The pervasive opinion among truck enthusiasts and industry experts is that nobody cares about plug-in hybrid pickups. Fuel economy isn’t a major priority among those in the market for something that can haul bales of hay or a stable of horses.

This poses a problem for pickup manufacturers striving for lower emissions and fuel consumption. Ford, which previously lightened the F-150 and outfitted it with a bevy of more economical engines, knows this problem better than most.

However, Ford is pressing onwards. It even intends to bring a hybrid plug-in variant of its ultra-popular pickup to the market in the coming years. But how is it going to market the technology to consumers who are unlikely to care? The company has strategy for that and it’s less reliant on fuel savings than you might expect.

Ford is fixating on more power — specifically, the juice available via an on-board generator. “It still may be a hard sell,” Michelle Krebs, an analyst at Autotrader, explained to Bloomberg. “but they’ve got to have this in their lineup.” Ford is spending $4.5 billion to launch 13 electric and hybrid models by 2020, including a gas-electric Mustang. The hybridized F-150 is likely to be part of that electric expansion.

With its hands tied as a result of fuel efficiency regulations, Ford thinks it can highlight the benefits of owning a hybrid truck where you can plug in your appliances or tools. This revelation came after the company spent a year trying to figure out how best to market the new vehicle. “We immersed ourselves in their lives,” said Nadia Preston, the research team’s project leader, of the model’s buyers. “That meant going camping with them, tailgating, going to rodeos, even spending the night.”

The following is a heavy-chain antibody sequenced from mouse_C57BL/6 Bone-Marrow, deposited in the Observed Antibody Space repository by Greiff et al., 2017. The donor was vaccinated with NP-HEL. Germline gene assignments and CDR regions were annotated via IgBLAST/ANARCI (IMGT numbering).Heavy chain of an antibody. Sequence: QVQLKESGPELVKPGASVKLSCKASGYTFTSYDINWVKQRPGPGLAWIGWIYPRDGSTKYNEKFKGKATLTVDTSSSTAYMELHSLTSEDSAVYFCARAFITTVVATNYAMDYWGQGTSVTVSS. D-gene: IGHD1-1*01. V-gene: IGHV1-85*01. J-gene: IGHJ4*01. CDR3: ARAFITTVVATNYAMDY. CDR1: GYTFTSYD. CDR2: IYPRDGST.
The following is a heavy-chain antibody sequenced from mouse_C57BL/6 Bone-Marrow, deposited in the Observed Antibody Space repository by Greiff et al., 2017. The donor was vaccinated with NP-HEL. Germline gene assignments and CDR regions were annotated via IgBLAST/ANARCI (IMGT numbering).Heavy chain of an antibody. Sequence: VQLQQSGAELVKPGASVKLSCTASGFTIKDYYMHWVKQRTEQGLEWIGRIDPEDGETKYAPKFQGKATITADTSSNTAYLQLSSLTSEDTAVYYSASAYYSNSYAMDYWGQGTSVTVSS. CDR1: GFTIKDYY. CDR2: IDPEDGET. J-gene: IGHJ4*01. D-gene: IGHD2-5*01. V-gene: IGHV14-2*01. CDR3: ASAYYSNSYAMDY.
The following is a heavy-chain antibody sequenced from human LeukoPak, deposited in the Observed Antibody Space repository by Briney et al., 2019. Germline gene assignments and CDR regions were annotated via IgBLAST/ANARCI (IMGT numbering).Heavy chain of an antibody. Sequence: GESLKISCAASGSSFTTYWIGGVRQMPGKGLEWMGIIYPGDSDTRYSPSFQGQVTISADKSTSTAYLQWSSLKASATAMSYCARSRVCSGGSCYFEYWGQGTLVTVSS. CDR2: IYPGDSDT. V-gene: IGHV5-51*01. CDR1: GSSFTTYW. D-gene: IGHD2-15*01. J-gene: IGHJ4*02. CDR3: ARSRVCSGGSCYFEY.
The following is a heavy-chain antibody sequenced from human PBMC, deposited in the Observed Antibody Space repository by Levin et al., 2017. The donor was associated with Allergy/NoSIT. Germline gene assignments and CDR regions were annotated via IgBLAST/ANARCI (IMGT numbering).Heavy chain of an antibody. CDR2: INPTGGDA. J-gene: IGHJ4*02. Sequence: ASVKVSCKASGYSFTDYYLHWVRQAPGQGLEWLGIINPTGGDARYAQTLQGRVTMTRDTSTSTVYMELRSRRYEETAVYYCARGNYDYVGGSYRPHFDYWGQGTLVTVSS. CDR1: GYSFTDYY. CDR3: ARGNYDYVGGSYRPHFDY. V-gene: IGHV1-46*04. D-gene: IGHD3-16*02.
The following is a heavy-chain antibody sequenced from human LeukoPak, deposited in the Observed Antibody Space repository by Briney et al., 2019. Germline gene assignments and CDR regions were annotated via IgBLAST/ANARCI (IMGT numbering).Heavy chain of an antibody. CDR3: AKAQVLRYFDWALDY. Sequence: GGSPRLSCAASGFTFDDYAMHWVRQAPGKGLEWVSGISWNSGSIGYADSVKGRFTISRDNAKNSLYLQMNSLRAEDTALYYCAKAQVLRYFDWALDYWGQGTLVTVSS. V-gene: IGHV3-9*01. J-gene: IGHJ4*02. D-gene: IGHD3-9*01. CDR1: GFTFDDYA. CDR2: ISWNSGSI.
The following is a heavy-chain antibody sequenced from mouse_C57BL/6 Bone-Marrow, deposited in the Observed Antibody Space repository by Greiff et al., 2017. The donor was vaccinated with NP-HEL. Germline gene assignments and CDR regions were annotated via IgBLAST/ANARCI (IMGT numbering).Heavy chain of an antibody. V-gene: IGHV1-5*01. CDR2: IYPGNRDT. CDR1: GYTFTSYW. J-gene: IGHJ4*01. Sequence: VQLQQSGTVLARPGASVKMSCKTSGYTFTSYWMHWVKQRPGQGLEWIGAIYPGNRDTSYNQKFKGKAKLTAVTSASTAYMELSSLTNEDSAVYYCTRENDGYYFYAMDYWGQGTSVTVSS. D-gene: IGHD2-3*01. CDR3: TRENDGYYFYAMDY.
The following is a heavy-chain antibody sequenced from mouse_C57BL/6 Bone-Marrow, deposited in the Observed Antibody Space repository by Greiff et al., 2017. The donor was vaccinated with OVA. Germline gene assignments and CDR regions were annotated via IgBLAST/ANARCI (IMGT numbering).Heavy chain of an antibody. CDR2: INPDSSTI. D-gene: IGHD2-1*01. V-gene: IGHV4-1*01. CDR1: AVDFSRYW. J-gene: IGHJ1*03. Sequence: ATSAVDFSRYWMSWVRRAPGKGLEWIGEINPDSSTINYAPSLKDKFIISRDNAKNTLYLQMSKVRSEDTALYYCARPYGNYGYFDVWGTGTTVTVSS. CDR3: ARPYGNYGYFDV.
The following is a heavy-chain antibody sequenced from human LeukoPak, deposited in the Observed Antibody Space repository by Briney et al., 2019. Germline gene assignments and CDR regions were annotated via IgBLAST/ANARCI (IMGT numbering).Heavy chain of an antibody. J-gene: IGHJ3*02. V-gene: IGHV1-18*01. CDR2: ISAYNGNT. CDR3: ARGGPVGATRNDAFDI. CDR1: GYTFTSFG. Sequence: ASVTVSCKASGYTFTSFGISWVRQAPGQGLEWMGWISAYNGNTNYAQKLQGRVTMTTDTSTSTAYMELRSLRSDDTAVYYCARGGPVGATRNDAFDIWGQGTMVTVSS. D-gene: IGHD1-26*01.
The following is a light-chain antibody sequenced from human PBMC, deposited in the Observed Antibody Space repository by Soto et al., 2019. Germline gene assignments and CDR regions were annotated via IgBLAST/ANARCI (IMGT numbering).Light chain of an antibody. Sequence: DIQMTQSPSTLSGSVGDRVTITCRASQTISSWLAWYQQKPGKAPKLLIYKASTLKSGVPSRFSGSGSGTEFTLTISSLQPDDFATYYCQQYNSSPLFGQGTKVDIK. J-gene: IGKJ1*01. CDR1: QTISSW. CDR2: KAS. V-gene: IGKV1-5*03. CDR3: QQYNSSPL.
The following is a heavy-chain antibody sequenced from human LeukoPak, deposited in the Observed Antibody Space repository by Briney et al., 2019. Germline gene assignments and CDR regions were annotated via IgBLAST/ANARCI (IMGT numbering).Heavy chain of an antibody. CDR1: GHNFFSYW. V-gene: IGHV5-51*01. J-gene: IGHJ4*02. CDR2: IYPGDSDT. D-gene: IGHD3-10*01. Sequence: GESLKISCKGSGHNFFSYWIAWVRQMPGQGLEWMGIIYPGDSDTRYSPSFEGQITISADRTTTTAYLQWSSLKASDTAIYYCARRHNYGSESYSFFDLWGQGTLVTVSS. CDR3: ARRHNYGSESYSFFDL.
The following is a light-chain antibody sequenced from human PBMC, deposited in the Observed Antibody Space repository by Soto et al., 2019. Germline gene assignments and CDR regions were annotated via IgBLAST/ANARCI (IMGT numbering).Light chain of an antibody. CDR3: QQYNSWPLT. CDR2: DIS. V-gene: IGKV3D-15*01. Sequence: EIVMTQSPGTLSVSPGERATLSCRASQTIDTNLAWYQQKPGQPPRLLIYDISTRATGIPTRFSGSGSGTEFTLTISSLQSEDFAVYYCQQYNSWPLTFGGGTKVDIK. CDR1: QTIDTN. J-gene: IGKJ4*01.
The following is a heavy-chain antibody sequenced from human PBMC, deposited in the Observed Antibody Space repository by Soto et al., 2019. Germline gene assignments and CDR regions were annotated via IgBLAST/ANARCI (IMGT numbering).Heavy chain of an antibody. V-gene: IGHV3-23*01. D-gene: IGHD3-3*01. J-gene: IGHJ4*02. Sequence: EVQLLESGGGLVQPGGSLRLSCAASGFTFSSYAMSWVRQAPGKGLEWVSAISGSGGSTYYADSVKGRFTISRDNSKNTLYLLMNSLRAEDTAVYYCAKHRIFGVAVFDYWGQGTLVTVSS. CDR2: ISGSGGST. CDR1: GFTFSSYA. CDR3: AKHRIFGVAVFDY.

Hau Thai-Tang, the product-development chief who has led the push toward EVs, said the team found that truck owners could benefit from having a mobile generator built into a vehicle. “We would see our customers just literally buying generators from Home Depot and strapping them down in their truck beds,” Thai-Tang said.

Whether used for camping or worksites, access to power is an invaluable asset and the lynchpin for Ford’s marketing strategy for the plug-in F-Series. Currently, the company hasn’t expressed how many hybrid trucks it hopes to sell, but analysts believe adding high-wattage power ports would add $5,000 to the base cost of most electrified vehicles. That’s quite a bit more than a portable generator, but Ford hasn’t announced any official pricing yet.

“You would need some motivation to invest in an electric pickup,” said Xavier Mosquet, senior partner at Boston Consulting Group, who claims pickups will be the segment least likely to be swept up in the electrification hullabaloo. “Unless you think the generator itself has value — which for many customers in this segment, it will.”

Either way, the automaker is not going to instantly abandon the existing powertrains. The F-Series can still be had with a V8, despite the undeniable might of the EcoBoost V6, and Ford is too smart to replace traditional engines with a hybrid powerplant. Shoppers will still have an abundance of choice in the years to come and the F-Series will probably persist as America’s best-selling truck for some time.